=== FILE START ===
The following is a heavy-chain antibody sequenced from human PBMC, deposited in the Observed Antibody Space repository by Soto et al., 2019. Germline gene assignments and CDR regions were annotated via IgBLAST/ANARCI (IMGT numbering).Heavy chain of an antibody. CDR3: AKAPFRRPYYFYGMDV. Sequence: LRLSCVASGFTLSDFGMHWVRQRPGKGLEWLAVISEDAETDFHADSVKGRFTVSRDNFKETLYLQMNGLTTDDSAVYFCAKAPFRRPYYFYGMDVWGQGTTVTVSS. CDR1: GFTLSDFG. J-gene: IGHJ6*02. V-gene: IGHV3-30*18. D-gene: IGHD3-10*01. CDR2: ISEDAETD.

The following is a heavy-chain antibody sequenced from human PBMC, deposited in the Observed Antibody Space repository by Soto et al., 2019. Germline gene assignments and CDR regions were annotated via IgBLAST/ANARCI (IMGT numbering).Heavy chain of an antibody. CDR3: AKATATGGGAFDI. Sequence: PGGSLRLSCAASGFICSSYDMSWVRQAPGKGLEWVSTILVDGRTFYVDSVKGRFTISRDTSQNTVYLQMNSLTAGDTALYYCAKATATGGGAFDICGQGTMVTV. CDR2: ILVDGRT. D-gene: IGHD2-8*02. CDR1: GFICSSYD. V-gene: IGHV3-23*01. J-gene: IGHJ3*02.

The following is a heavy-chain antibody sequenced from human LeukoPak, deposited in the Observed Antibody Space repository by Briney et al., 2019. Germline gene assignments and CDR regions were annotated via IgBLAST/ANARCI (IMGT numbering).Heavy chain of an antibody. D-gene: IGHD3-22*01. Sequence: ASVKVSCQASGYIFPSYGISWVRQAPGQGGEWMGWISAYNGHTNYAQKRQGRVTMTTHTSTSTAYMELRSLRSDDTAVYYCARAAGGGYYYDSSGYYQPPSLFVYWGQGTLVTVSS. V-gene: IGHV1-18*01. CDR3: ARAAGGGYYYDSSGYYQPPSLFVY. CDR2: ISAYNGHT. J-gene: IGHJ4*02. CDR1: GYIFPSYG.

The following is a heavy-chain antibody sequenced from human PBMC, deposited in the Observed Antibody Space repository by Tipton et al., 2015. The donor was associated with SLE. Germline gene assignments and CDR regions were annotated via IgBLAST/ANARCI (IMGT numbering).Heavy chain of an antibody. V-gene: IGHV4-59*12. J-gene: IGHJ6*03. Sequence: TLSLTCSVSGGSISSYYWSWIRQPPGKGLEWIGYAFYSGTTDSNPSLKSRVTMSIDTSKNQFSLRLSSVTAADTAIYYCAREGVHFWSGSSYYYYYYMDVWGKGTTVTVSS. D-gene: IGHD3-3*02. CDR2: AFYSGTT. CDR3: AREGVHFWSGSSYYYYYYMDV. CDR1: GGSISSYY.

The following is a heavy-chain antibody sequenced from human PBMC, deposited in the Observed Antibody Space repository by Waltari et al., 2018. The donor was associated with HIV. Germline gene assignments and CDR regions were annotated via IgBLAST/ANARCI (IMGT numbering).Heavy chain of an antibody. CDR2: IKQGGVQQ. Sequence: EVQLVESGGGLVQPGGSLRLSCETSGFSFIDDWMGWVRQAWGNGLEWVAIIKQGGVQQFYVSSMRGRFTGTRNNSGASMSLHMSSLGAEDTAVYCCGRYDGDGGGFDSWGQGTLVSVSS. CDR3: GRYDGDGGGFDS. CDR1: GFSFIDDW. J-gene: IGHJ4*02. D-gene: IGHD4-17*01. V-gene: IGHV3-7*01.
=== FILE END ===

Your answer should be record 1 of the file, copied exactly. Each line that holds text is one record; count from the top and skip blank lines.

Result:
The following is a heavy-chain antibody sequenced from human PBMC, deposited in the Observed Antibody Space repository by Soto et al., 2019. Germline gene assignments and CDR regions were annotated via IgBLAST/ANARCI (IMGT numbering).Heavy chain of an antibody. CDR3: AKAPFRRPYYFYGMDV. Sequence: LRLSCVASGFTLSDFGMHWVRQRPGKGLEWLAVISEDAETDFHADSVKGRFTVSRDNFKETLYLQMNGLTTDDSAVYFCAKAPFRRPYYFYGMDVWGQGTTVTVSS. CDR1: GFTLSDFG. J-gene: IGHJ6*02. V-gene: IGHV3-30*18. D-gene: IGHD3-10*01. CDR2: ISEDAETD.